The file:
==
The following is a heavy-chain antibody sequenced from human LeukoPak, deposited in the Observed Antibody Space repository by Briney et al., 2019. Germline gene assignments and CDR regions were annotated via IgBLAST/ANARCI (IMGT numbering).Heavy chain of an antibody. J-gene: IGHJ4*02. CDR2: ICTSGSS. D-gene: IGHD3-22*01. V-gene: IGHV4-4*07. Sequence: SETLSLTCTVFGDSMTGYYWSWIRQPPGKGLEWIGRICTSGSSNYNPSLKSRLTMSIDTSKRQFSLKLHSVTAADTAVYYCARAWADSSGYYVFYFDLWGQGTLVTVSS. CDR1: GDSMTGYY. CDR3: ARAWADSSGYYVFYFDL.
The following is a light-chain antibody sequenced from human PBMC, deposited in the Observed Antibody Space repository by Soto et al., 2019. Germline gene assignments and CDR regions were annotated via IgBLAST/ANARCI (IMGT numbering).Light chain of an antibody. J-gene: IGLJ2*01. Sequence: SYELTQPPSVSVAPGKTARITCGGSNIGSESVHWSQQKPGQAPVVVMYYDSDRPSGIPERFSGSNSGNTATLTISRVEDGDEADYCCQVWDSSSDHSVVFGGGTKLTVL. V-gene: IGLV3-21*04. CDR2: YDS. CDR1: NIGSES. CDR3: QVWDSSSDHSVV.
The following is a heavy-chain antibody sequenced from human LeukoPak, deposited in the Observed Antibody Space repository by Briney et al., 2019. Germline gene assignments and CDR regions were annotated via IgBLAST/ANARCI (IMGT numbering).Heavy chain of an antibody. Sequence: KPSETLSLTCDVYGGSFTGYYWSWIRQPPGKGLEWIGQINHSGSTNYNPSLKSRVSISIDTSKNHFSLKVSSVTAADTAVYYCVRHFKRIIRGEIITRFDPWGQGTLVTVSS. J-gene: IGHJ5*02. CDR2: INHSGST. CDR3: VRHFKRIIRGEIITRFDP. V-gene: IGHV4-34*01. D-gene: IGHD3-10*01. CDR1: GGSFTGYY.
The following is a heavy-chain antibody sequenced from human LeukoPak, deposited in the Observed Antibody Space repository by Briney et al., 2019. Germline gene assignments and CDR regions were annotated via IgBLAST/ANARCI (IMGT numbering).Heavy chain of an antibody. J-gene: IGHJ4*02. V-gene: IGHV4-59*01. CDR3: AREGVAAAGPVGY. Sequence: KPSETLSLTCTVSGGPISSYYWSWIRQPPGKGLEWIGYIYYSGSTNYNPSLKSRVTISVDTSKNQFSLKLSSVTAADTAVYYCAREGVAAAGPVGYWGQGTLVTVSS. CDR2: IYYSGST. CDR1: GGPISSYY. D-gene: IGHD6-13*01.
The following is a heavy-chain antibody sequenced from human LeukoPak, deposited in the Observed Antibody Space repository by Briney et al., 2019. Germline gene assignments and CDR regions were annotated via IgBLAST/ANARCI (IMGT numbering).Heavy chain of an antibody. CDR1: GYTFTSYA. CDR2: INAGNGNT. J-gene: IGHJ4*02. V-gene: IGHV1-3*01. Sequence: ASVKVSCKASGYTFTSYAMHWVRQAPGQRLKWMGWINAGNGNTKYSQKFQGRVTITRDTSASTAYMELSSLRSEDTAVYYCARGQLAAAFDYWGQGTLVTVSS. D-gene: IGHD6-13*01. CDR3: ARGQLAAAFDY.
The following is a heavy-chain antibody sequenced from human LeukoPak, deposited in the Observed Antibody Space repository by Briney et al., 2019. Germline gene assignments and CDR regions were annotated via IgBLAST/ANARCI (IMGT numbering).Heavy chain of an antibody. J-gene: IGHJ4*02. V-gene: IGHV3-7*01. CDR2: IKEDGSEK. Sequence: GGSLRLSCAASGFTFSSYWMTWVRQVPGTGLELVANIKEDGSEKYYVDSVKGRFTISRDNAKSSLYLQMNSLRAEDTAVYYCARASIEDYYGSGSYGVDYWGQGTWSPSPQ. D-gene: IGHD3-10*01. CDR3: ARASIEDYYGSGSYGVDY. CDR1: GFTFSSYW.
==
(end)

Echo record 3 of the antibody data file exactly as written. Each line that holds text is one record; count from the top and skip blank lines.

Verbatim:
The following is a heavy-chain antibody sequenced from human LeukoPak, deposited in the Observed Antibody Space repository by Briney et al., 2019. Germline gene assignments and CDR regions were annotated via IgBLAST/ANARCI (IMGT numbering).Heavy chain of an antibody. Sequence: KPSETLSLTCDVYGGSFTGYYWSWIRQPPGKGLEWIGQINHSGSTNYNPSLKSRVSISIDTSKNHFSLKVSSVTAADTAVYYCVRHFKRIIRGEIITRFDPWGQGTLVTVSS. J-gene: IGHJ5*02. CDR2: INHSGST. CDR3: VRHFKRIIRGEIITRFDP. V-gene: IGHV4-34*01. D-gene: IGHD3-10*01. CDR1: GGSFTGYY.